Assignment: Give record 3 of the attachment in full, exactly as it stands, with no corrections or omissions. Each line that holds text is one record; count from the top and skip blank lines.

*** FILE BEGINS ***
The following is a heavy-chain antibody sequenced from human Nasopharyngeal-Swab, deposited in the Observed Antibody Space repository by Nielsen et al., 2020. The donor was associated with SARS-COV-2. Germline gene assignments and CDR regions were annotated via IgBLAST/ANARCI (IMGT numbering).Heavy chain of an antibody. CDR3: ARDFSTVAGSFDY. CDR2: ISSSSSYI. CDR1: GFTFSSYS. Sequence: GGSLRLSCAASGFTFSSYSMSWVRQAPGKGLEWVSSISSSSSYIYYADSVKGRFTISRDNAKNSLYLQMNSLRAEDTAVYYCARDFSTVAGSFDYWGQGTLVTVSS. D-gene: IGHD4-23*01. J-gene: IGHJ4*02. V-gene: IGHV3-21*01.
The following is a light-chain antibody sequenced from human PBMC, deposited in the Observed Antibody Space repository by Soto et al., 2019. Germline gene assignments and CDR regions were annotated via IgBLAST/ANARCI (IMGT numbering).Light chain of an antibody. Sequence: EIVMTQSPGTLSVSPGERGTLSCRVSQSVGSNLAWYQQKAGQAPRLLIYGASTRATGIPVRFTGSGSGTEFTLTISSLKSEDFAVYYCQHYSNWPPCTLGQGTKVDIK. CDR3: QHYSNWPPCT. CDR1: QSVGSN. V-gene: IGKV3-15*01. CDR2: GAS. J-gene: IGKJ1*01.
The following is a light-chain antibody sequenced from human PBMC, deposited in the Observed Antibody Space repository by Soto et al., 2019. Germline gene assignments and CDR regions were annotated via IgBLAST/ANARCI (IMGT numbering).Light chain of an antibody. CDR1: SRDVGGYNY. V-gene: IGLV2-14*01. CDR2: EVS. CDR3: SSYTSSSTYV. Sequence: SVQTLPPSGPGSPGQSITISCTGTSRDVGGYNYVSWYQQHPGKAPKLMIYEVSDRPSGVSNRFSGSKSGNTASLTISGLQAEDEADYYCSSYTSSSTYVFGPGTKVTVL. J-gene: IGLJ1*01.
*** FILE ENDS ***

The following is a light-chain antibody sequenced from human PBMC, deposited in the Observed Antibody Space repository by Soto et al., 2019. Germline gene assignments and CDR regions were annotated via IgBLAST/ANARCI (IMGT numbering).Light chain of an antibody. CDR1: SRDVGGYNY. V-gene: IGLV2-14*01. CDR2: EVS. CDR3: SSYTSSSTYV. Sequence: SVQTLPPSGPGSPGQSITISCTGTSRDVGGYNYVSWYQQHPGKAPKLMIYEVSDRPSGVSNRFSGSKSGNTASLTISGLQAEDEADYYCSSYTSSSTYVFGPGTKVTVL. J-gene: IGLJ1*01.